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What is the cause of Karma? Ignorance avijja , or not knowing things as they truly are, is the chief cause of Karma. Dependent on ignorance arise activities avijja paccaya samkhara states the Buddha in the Paticca Samuppada Dependent Origination. Associated with ignorance is the ally craving tanha , the other root of Karma. Evil actions are conditioned by these two causes.

All good deeds of a worldling putthujana , though associated with the three wholesome roots of generosity alobha , goodwill adosa and knowledge amoha , are nevertheless regarded as Karma because the two roots of ignorance and craving are dormant in him. The moral types of Supramundane Path Consciousness magga citta are not regarded as Karma because they tend to eradicate the two root causes.

Who is the doer of Karma? Who reaps the fruit of Karma? Does Karma mould a soul? In answering these subtle questions, the Venerable Buddhaghosa writes in the Visuddhi Magga:. Is right discernment. For instance, the table we see is apparent reality. In an ultimate sense the so-called table consists of forces and qualities. For ordinary purposes a scientist would use the term water, but in the laboratory he would say H 2 0.

In this same way, for conventional purposes, such terms as man, woman, being, self, and so forth are used. The so-called fleeting forms consist of psychophysical phenomena, which are constantly changing not remaining the same for two consecutive moments.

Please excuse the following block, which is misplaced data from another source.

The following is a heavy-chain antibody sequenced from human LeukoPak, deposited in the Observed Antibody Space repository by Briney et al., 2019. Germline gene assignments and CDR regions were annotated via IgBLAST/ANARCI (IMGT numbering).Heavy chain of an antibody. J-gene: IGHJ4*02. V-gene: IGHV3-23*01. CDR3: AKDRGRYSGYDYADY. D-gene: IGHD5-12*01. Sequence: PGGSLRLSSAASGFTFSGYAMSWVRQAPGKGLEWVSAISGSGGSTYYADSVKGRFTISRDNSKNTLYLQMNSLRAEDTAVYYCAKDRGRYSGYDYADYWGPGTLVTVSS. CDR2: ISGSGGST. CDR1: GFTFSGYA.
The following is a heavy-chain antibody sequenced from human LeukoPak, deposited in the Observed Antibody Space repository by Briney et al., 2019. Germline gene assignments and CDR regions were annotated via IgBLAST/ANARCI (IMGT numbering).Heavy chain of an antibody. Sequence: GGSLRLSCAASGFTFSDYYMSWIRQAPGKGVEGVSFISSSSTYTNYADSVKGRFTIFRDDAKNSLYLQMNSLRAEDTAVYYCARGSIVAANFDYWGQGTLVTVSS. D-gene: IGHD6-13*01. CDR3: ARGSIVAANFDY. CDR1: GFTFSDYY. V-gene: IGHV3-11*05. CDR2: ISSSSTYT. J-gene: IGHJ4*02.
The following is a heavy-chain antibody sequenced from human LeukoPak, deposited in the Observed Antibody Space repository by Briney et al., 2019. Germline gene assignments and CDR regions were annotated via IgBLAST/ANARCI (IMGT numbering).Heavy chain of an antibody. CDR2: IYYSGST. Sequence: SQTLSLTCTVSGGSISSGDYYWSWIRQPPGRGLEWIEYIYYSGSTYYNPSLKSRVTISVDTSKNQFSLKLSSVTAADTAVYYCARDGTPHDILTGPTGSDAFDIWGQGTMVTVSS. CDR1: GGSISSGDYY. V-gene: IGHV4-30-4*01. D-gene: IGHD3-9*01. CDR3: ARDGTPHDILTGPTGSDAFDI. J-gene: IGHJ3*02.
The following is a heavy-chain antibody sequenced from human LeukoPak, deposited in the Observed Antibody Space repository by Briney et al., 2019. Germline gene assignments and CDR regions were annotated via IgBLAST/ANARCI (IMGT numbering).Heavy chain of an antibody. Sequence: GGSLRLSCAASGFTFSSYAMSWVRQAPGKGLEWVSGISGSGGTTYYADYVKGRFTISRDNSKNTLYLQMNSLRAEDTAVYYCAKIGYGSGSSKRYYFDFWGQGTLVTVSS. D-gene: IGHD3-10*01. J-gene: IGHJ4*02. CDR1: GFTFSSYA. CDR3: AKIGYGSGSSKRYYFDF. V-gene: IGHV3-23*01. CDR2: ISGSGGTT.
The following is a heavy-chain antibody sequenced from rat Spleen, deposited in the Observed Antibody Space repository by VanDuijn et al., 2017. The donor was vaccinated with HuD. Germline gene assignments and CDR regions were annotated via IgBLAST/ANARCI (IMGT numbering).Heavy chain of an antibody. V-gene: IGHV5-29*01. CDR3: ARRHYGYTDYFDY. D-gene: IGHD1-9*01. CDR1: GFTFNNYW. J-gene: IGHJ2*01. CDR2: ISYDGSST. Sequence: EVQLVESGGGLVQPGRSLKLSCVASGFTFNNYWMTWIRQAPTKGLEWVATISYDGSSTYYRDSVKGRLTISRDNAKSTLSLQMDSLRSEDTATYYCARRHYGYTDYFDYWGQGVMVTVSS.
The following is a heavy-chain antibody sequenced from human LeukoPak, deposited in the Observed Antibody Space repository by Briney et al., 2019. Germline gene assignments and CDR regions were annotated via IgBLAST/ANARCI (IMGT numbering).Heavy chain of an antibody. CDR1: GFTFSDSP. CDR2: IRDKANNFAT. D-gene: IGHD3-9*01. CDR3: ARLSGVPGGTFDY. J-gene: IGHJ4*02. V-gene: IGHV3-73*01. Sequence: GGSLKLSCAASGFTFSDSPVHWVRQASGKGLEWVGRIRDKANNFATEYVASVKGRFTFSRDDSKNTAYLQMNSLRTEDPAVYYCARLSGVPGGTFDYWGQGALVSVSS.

Karma in Jainism

Buddhists, therefore, do not believe in an unchanging entity, in an actor apart from action, in a perceiver apart from perception, in a conscious subject behind consciousness. Who then, is the doer of Karma? Who experiences the effect? Volition, or Will tetana , is itself the doer, Feeling vedana is itself the reaper of the fruits of actions. Apart from these pure mental states suddhadhamma there is no-one to sow and no-one to reap.

Classification of Karma. A With respect to different functions, Karma is classified into four kinds:.

Every birth is conditioned by a past good or bad karma, which predominated at the moment of death. Karma that conditions the future birth is called Reproductive Karma. Though the present form perishes, another form which is neither the same nor absolutely different takes its place, according to the potential thought-vibration generated at the death moment, because the Karmic force which propels the life-flux still survives.

It is this last thought, which is technically called Reproductive janaka Karma, that determines the state of a person in his subsequent birth. This may be either a good or bad Karma. According to the Commentary, Reproductive Karma is that which produces mental aggregates and material aggregates at the moment of conception. The initial consciousness, which is termed the patisandhi rebirth consciousness, is conditioned by this Reproductive janaka Karma.

The element of cohesion apo. The element of heat tajo. The element of motion vayo. Odour gandha.

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Taste rasa. Sex-decad and Base-decad also consist of the first nine, sex bhava and seat of consciousness vathu respectively i. From this, it is evident that the sex of a person is determined at the very conception of a being. It is conditioned by Karma and is not a fortuitous combination of sperm and ovum cells. Immediately after conception till the death moment this Karma steps forward to support the Reproductive Karma. A moral supportive kusala upathambhaka Karma assists in giving health, wealth, happiness etc. An immoral supportive Karma, on the other hand, assists in giving pain, sorrow, etc.